On Thursday we drove toward the middle of the country and visited Roscommon Castle, a ruin of an Anglo-Norman castle dating from about 1300. It has great examples of classic Norman drum towers. It’s open to the public for no charge, and today we had it mostly to ourselves. It’s a favorite spot for student photos.
Our next stop was Strokestown House, built in the 1730’s by the Mahon family, members of the Anglo-Irish ascendancy. These were British families, given land in the 1600’s as reward for their loyalty and service to the British crown. They built very impressive mansions and employed dozens of servants to help maintain their upper-class lifestyle. It’s important to point out that hundreds (thousands?) of Irish farmers were pushed off their own land and farms in order for these English to settle in Ireland. One interesting statistic: Catholic land-ownership declined from 60% of all the land in Ireland in 1641 to just 5% in 1776, due to the establishment of these plantations and the many discriminatory laws about Catholic property ownership established by the British.
We had a guided tour of the house itself, and got a sense of the lifestyle of these wealthy families. My favorite part of the tour illustrates the relationship the Mahons had with their Irish servants. In the large kitchen, there is a gallery or mezzanine that runs across the top of the room. Each day the lady of the house would walk out onto the balcony and drop down the day’s menus and instructions. This style of kitchen was designed so that the “upstairs” family could avoid having to actually enter the kitchen and be on the same level as the servants.
Some of the outbuildings at Strokestown House have become the site of the Irish Famine Museum, the first of its kind to document the history of the Potato Famine, or as the Irish call it An Gorta Mor or “The Great Hunger.” The museum and house have recently undergone renovations, and the President of Ireland himself was there on Monday for the official re-opening. The multi-media exhibits do a great job explaining the causes and effects of the famine on the people of Ireland. It’s quite an amazing story.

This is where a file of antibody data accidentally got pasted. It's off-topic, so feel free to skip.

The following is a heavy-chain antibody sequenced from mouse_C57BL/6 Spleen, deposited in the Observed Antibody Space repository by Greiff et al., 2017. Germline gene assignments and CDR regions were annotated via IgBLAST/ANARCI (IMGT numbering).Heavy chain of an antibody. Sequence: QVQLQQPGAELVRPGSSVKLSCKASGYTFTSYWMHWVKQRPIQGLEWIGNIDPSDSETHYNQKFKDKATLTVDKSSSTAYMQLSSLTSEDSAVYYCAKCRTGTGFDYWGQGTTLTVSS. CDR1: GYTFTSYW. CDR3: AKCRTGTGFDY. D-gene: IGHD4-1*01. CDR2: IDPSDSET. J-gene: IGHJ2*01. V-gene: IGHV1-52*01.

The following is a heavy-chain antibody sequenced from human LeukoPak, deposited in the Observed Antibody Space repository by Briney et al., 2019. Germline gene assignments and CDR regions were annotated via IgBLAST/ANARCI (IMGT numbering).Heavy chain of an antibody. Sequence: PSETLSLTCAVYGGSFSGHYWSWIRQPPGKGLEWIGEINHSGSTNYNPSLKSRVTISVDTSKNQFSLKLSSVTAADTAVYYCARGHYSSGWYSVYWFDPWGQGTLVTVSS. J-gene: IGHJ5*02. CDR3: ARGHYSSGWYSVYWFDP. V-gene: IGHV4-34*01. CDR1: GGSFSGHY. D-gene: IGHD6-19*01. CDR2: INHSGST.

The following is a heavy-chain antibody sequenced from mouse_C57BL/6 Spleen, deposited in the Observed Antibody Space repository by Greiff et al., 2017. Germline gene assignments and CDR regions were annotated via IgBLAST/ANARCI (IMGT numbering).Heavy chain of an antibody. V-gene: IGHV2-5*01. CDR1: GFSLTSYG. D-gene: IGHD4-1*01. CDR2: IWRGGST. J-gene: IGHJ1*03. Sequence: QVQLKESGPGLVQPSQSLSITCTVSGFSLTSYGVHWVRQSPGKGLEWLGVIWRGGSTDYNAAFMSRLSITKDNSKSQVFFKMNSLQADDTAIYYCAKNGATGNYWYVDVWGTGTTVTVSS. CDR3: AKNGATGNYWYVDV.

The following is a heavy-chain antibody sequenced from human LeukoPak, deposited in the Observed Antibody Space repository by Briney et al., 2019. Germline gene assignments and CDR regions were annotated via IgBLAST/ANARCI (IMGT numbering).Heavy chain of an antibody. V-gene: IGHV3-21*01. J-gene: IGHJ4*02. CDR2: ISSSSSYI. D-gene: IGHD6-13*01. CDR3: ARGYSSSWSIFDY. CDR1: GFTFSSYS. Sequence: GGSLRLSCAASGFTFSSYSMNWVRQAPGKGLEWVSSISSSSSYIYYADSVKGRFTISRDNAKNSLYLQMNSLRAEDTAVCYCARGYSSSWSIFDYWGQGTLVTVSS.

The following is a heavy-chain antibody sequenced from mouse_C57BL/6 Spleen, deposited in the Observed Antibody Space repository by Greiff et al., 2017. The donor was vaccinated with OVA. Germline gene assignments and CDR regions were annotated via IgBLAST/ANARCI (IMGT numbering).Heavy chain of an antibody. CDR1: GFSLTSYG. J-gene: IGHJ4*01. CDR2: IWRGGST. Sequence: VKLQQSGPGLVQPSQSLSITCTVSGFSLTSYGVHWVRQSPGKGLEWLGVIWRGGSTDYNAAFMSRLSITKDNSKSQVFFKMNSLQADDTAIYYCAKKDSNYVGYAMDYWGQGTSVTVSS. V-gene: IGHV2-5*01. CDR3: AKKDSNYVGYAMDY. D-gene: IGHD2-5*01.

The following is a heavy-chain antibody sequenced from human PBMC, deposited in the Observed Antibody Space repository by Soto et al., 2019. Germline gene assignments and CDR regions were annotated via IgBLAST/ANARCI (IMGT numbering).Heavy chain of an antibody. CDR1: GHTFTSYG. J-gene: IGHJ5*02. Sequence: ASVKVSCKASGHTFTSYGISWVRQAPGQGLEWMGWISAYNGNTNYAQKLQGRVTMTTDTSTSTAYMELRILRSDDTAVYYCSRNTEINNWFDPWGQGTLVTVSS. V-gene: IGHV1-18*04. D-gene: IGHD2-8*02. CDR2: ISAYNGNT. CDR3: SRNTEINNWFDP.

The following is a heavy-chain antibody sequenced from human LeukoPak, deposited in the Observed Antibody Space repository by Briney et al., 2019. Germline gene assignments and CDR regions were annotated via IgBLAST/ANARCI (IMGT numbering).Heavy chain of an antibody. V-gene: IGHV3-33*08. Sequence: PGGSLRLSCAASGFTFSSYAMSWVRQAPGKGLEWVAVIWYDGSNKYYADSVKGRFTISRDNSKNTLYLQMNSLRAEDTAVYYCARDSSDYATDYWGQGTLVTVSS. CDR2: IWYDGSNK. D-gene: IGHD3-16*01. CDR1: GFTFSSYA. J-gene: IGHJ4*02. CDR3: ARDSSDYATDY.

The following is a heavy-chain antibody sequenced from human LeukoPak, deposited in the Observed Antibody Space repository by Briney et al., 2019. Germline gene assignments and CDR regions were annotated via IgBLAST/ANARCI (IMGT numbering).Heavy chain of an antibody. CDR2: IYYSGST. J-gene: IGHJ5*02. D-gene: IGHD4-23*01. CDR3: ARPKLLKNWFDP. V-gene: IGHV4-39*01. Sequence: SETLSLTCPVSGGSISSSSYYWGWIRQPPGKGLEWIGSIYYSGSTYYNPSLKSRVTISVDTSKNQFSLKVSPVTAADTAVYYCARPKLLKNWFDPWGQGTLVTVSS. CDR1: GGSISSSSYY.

Our group at Clonmacnoise Today our field trip took us to the center of Ireland to two sites important to Christianity in the Middle Ages. Clonfert Cathedral was founded in the 6th century by “St. Brendan the Navigator,” and according … Continue reading →
On Thursday, we took a bus and then a passenger ferry (a two-hour trip each way) to the largest of the Aran Islands, Inis Mor. We visited a very impressive Celtic promontory fort, Dun Aengus, and students enjoyed the view down from the 300 foot cliff. We also learned a bit about the early Christian history of Ireland and saw the church of St. Kiernan. It was a fine soft day, as they say in Ireland, which means it was overcast and a bit misty, but without anything that could actually be called rain. The Aran sweaters and knit accessories on offer at the Aran sweater shops were quite impressive, and several students made purchases.
Today we visited a ring fort and learned a bit about fairies. We saw the oldest manmade structure in Ireland, the Poulnabrone Dolmen, and experienced the wild landscape of the Burren. Lunch was in Doolin, a little village tucked by the sea, and then we had fantastic weather for a walk along the Cliffs of Moher. Some ventured a little closer to the edge than others.